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Schizophrenia: Scientists unravel patterns in the brain - Reliable early detection possible for the first time with neuroimaging

It is speculated by the painter Vincent van Gogh, and the mathematician John Forbes Nash, whose life was filmed in the film "A Beautiful Mind" with Russell Crowe, is known: They suffered from a schizophrenic psychosis, also known as schizophrenia. This disease affects one percent of the population, making it the third most common mental illness worldwide. Affected people often hear voices or suffer from delusions, they react and act incalculably and uncontrollably during a schizophrenic episode.


Schizophrenia is a serious mental illness that represents a massive burden for those affected, but also for their relatives, and, if left untreated, can even lead to the patient's suicide. If schizophrenia is diagnosed early, the treatment options and thus the clinical course improve significantly. However, the first symptoms of schizophrenic psychosis are usually very unspecific, which is why the disease is usually only recognized several years after the onset of the disease.

Now, for the first time, researchers have succeeded in diagnosing the preliminary stages of schizophrenia and thus predicting an outbreak of the disease with up to 90 percent certainty. An international team of researchers from the Friedrich Schiller University Jena, the Ludwig Maximilians University in Munich and the University of Pennsylvania (USA) was able to use magnetic resonance imaging (MRI) to visualize patterns in the brain at an early stage of the disease that only occur in schizophrenic patients. The scientific project comes from the field of neuroimaging. Neuroimaging is still a young field of research in which diseases are analyzed by looking at brain structures and brain activities.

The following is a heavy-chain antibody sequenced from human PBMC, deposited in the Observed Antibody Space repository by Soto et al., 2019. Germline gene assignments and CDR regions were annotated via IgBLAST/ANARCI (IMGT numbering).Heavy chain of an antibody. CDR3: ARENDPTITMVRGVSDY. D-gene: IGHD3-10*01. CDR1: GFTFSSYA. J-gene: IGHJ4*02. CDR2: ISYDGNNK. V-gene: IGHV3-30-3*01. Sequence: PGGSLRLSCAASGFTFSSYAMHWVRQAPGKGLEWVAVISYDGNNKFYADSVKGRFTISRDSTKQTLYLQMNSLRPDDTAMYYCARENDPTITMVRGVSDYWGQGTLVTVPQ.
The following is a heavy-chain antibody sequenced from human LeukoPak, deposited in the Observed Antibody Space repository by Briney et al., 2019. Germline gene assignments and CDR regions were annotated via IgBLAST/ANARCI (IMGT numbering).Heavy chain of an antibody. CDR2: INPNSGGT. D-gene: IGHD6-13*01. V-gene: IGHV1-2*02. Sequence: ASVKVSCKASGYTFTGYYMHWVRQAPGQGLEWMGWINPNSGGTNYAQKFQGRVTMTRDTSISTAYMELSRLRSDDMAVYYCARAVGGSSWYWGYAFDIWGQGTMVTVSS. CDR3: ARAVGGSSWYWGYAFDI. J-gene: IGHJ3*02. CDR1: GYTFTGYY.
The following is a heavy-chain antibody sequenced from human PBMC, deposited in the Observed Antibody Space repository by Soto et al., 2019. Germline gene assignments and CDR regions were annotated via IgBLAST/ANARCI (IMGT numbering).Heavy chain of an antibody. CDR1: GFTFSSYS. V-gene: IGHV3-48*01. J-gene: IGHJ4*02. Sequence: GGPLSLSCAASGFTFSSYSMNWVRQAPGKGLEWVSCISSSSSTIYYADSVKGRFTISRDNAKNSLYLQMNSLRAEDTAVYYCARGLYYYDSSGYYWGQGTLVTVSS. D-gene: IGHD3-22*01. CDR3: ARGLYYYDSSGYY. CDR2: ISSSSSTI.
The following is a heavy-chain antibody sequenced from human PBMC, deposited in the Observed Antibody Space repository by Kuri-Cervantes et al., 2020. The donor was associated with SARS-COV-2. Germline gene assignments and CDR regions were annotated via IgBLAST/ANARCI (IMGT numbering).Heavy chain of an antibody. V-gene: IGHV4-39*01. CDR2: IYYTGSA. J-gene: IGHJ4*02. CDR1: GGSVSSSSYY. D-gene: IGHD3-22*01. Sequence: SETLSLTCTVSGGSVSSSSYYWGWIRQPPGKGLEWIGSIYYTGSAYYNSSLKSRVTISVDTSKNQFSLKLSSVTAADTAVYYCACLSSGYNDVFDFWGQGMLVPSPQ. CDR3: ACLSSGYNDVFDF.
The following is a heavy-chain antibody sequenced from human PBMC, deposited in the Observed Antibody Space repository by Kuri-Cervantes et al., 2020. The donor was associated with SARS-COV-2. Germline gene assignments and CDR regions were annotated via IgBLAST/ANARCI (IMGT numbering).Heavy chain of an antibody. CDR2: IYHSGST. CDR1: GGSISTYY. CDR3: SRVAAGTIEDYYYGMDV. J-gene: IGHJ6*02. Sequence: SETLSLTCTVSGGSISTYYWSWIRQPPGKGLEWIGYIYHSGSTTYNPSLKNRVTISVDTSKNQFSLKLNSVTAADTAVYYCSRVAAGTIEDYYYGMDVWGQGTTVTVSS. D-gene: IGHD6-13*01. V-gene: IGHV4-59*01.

If treated early, the prognosis improves
Prof. Dr. Christian Gaser, head of the international research team and the BMBF-funded Neuroimaging Junior Research Group at the Clinic for Psychiatry at Friedrich Schiller University in Jena, explains the scope of the results: “By looking into the patient's brain, we can recognize patterns at an early stage suggestive of schizophrenia. This means that treatment is possible before the disease breaks out. In this way, the doctor can positively influence the course of the disease. ”A later outbreak of schizophrenia, which is accompanied by delusions, hallucinations and thought disorders, can be prevented or at least mitigated by early therapy.

Computer program recognizes patterns in the brain
How did neuroscientists identify the patterns in the brain that indicate the early stages of schizophrenia? To do this, they looked at MRI images of the brains of test subjects who are at high risk of developing schizophrenia. These images were then compared with the brain structures of healthy controls. “In doing so, we discovered patterns that occurred repeatedly in the high-risk patients and not in the control persons. With our approach, we can map differences in the anatomy of the brains of the various test subject groups in the MRI, ”explains expert Prof. Gas. From these deviations in the brain structure, the scientists deduced that the pattern must be disease-specific.